Both these elements are essential to understand the current crisis. At its onset, orthodox financial commentators told us that the origin of the crisis was problems in the “sub prime” housing mortgage market in the US. It is now evident, even to vulgar commentators, that this explanation is wholly inadequate and that the “sub prime” mortgage issue was a mere symptom of a much more profound phenomenon. Essentially during the upswing, financialised capital penetrated into a whole range of activities that would otherwise have been considered “risky”. Marshalling arguments located in the ideology of neo-liberalism and market fundamentalism, finance capital resisted calls for regulation and instead asserted its unfettered “right” to “leverage” all kinds of financial instruments off “risky” underlying assets, as well as create “derivatives” of various kinds. This kind of activity, it is now apparent, has affected (and infected) large parts of the system – not just in the US but also in Europe and Asia. Whether we are yet at the bottom of the cycle, or whether any of the proposed bail outs will have any impact remains to be seen. The crisis has already taken its toll on supposed icons of US banking (like Lehman Brothers) and the institution of investment banks (banks that do not take deposits).

What then does this mean for us in South Africa? A phase of capitalist downswing always implies contraction in production and employment. This, moreover, is always an uneven process across the imperialist chain. Thus far, South Africa and Africa have been partly shielded by the rise of the so-called “Global South” (China, India, Brazil) as significant economic powers. Industrial development in these countries continues to be minerals intensive and this has fueled high prices for mineral products. Thus far, these countries have experienced the impact of the global crisis as relatively small declines in very high growth rates. In policy terms, this must surely be a major reason why we need to prioritise deepening our relations with these countries and insisting on continuing to diversify our trade relations.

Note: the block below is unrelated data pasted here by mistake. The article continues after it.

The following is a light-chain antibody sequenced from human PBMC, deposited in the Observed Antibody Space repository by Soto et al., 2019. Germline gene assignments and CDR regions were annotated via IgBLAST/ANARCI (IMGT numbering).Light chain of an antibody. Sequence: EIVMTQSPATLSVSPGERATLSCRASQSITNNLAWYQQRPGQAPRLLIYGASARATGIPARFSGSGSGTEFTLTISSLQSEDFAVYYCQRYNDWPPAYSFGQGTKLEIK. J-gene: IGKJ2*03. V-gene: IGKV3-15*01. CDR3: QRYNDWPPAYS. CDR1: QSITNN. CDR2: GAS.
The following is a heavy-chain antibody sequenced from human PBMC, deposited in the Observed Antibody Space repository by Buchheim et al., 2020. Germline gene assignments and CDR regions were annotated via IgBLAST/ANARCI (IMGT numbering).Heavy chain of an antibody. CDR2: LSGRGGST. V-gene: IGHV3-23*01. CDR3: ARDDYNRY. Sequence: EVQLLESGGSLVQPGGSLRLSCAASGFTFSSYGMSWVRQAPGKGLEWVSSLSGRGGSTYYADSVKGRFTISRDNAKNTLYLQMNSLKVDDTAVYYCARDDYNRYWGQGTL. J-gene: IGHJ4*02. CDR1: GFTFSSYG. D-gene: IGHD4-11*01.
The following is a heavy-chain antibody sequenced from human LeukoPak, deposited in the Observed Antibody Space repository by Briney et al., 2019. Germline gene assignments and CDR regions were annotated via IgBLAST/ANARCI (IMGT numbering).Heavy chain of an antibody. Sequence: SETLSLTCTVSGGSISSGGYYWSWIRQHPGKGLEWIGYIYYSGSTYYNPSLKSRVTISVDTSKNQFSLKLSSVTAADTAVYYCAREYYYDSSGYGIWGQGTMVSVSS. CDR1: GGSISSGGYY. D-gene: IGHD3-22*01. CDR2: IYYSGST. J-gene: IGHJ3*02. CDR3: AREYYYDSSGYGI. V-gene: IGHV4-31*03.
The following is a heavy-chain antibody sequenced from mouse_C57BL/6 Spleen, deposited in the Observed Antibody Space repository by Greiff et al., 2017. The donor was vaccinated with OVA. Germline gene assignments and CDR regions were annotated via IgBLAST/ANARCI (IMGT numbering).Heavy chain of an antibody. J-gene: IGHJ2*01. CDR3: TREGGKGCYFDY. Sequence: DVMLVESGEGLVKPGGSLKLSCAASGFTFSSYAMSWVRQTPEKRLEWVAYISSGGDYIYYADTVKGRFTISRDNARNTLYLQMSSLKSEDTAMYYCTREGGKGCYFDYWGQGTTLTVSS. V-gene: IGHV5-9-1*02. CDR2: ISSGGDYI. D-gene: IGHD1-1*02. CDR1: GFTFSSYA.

Thus far, too, South African financial institutions have been spared the worst of “contagion” from the crisis in the US. Interestingly, The Business Times of 21 September attributed this partly to “exchange control” which meant “there is a healthy degree of trapped liquidity within the financial system”.

But, there still remain serious risks. Continued downturn could further depress production across the world, including in the countries of the “Global South”. Moreover, Morgan Stanley has warned that capital flows to “emerging markets” could be cut by a quarter in 2009 – as capital seeks to exit perceived “risky investments”. South Africa could find itself significantly impacted on by the latter, as we have relied on inflows of short term foreign capital (“hot money”) to fund the deficit on the current account of the balance of payments (meaning we continue to import more goods and services than we export).

In immediate policy terms, this would suggest that that the drive to incrementally lift exchange controls needs to be revisited, that we must ensure that “leveraging” and “derivative trading” by South African financial institutions is properly and effectively regulated, and that we urgently take steps to reduce our dependence on short term foreign capital.

In the longer run, the current crisis of financialised global capitalism must surely become a rallying cry to redouble our efforts to end a system in which the lives and destinies of working people and the poor across the world are held hostage to a handful of speculators in Wall Street.